Brownouts, blackouts and long periods during the day without running water remain common during our visit. A small aftershock occurred on the final night of our work. … Malaria and other tropical disease exposures are commonplace, especially for the sizable population that remains homeless without tents or other shelter. Many have diarrhea from contaminated water and typhus, and bathroom facilities are scarce. Many void or defecate in the streets. … People are without access to medical care and medications needed to manage chronic diseases like diabetes, hypertension and infectious diseases. … Post-partum cardiomyopathy and strokes resulting from uncontrolled hypertension are commonplace. It’s difficult to stop long enough to capture thoughts in writing amidst all this need …

Team members’ reflections

Dr. Felix Y. Lui: My first impression is shock at the poverty and the conditions when I first arrived. I remember thinking that decent medical care can’t possibly be delivered. But then you meet the wonderful people here and you learn that compassionate care can be given in any condition. … The faces become people and personalities, and then simply your patients. … You learn to be more creative and to do what you can, but always wish that there was something more you could do.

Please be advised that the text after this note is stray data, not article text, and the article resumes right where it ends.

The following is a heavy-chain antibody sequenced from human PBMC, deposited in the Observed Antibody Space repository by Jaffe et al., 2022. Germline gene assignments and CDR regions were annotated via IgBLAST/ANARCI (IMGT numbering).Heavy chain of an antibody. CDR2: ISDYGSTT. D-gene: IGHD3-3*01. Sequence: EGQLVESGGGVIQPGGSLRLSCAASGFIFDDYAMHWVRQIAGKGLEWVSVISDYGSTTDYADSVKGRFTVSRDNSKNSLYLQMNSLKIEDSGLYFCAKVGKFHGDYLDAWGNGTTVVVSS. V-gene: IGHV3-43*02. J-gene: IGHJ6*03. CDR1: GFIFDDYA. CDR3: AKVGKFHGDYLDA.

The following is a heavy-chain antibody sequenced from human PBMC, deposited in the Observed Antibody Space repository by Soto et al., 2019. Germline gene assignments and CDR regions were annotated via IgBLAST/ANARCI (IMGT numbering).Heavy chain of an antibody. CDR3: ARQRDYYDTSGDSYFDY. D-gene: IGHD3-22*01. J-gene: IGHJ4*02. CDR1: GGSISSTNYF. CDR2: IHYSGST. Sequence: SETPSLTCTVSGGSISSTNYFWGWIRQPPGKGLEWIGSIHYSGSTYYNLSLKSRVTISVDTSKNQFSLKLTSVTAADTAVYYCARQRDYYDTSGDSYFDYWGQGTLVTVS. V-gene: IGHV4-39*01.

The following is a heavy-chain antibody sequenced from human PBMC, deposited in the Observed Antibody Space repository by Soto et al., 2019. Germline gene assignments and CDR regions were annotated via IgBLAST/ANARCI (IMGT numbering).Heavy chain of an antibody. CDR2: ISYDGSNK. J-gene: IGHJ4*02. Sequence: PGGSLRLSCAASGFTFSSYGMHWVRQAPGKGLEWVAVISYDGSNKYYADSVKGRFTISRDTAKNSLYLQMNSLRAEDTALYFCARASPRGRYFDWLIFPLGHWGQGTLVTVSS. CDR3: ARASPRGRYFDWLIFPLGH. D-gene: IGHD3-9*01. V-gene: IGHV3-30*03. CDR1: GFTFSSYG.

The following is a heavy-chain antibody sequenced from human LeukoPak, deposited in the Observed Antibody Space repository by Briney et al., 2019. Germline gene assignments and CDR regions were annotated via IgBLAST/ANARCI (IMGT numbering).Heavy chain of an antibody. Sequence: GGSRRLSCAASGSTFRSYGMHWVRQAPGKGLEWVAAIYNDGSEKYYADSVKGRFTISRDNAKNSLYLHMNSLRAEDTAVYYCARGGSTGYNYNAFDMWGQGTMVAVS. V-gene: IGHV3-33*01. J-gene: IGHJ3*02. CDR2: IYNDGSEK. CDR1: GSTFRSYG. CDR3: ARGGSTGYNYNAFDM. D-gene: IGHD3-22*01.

Dr. Dirk C. Johnson: … Each night there seem to be more local doctors, nurses coming back to work. Despite whatever personal tragedy they have endured they show up to work and care for their countrymen. They may not have received a paycheck in months but they keep showing up. This is the spirit that will lead to recovery.